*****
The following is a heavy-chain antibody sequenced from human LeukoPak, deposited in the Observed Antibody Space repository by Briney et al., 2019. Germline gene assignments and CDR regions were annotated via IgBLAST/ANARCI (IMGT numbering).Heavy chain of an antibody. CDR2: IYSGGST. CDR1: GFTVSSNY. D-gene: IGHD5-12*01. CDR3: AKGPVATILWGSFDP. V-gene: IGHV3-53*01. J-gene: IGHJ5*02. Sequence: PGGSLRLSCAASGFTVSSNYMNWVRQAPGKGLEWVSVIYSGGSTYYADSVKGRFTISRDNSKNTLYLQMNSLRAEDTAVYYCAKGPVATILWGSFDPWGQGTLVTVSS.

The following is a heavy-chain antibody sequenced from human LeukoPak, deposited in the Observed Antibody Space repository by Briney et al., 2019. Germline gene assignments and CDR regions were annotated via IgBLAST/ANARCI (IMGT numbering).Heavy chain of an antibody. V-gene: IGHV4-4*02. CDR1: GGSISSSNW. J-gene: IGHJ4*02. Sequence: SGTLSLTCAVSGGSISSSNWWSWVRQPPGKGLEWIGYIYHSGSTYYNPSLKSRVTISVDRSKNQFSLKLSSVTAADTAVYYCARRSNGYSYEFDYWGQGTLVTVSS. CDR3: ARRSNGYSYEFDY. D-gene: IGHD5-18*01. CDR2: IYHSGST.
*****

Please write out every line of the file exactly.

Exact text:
The following is a heavy-chain antibody sequenced from human LeukoPak, deposited in the Observed Antibody Space repository by Briney et al., 2019. Germline gene assignments and CDR regions were annotated via IgBLAST/ANARCI (IMGT numbering).Heavy chain of an antibody. CDR2: IYSGGST. CDR1: GFTVSSNY. D-gene: IGHD5-12*01. CDR3: AKGPVATILWGSFDP. V-gene: IGHV3-53*01. J-gene: IGHJ5*02. Sequence: PGGSLRLSCAASGFTVSSNYMNWVRQAPGKGLEWVSVIYSGGSTYYADSVKGRFTISRDNSKNTLYLQMNSLRAEDTAVYYCAKGPVATILWGSFDPWGQGTLVTVSS.

The following is a heavy-chain antibody sequenced from human LeukoPak, deposited in the Observed Antibody Space repository by Briney et al., 2019. Germline gene assignments and CDR regions were annotated via IgBLAST/ANARCI (IMGT numbering).Heavy chain of an antibody. V-gene: IGHV4-4*02. CDR1: GGSISSSNW. J-gene: IGHJ4*02. Sequence: SGTLSLTCAVSGGSISSSNWWSWVRQPPGKGLEWIGYIYHSGSTYYNPSLKSRVTISVDRSKNQFSLKLSSVTAADTAVYYCARRSNGYSYEFDYWGQGTLVTVSS. CDR3: ARRSNGYSYEFDY. D-gene: IGHD5-18*01. CDR2: IYHSGST.